December 1, 1997 |
Vision is a mystery. The way the eye focuses light is simple and understandable. But scientists are just beginning to probe what happens after that in the dark recesses of the brain, where streams of data flowing from the optic nerve are transformed into a picture of the world. Some clues to the process come from artists, who with just a few simple lines or brush strokes can suggest a face, a body, branches or flowing waves. In an attempt to represent nature, artists are in fact taking advantage of the brain's pattern-recognition ability.
February 26, 2006 |
Bob Moore's brain lay on a white plastic cutting board. There was something beautiful about its convoluted hills and valleys, the way rivers of dusky purple and red meandered through the beige flesh. And mysterious. Here was the essence of a man who had gone to Yale, loved a woman, fathered six children, relished ice cream and Mozart and Kierkegaard and e.e. cummings, favored questions over answers and change over complacency, hated camping, loathed golf, and, over the last 20 years, had slowly lost the capacity to understand any of it. He had died that morning in a Wilmington nursing home, years past being able to feed himself or walk or recognize the woman he had married 56 years before.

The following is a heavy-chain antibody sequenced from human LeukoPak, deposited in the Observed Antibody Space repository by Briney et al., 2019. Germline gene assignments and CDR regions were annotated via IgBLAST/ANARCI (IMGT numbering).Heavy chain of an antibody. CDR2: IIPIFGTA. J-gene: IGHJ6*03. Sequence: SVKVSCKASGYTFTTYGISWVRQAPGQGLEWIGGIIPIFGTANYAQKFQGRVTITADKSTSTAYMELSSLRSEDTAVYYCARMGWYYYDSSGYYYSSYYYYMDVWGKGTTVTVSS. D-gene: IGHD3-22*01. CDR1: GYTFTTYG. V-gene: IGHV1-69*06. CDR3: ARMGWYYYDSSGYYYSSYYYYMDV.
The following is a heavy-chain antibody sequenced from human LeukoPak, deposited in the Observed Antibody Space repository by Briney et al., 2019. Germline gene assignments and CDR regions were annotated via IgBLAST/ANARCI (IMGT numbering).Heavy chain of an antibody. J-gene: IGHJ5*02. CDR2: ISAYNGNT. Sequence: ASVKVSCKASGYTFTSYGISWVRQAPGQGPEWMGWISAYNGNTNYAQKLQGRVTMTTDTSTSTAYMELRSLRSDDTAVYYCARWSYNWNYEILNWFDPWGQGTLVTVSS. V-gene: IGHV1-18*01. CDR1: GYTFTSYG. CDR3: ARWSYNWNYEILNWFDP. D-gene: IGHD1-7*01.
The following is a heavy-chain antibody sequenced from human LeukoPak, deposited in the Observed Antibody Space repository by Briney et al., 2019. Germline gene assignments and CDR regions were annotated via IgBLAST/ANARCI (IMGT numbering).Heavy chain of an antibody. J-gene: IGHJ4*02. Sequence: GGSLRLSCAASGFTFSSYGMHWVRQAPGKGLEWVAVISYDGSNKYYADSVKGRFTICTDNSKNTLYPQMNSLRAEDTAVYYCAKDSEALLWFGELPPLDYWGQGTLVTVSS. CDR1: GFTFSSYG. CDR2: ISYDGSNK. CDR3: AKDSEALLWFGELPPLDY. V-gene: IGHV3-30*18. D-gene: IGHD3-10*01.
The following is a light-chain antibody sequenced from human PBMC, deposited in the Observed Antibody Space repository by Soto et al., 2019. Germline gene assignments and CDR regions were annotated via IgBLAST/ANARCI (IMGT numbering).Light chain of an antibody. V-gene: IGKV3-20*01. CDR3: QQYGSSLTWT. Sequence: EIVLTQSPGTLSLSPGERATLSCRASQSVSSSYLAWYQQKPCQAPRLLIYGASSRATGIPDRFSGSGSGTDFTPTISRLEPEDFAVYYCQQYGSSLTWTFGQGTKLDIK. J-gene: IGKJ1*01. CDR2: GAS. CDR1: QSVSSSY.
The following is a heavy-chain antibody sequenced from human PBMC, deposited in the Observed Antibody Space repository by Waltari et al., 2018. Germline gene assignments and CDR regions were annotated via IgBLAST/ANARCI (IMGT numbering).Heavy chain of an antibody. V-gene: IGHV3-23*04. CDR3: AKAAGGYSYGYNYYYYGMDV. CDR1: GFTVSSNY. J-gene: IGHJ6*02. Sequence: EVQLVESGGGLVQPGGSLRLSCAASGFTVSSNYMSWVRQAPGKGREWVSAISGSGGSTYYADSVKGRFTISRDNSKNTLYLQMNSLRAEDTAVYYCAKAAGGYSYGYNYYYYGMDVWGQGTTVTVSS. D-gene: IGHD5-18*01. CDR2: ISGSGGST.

December 2, 1996 |
"The greatest evil is physical pain. " - St. Augustine Thanks to new tools and techniques, scientists are beginning to unravel the mystery of pain - why such a terrible thing exists and what can be done to relieve it. Using modern electronic scanning devices, they can watch individual nerve cells, or neurons, in the living brains of people and animals react to painful stimuli. As they gain understanding, they hope to discover ways to prevent, control or end unnecessary or excessive pain.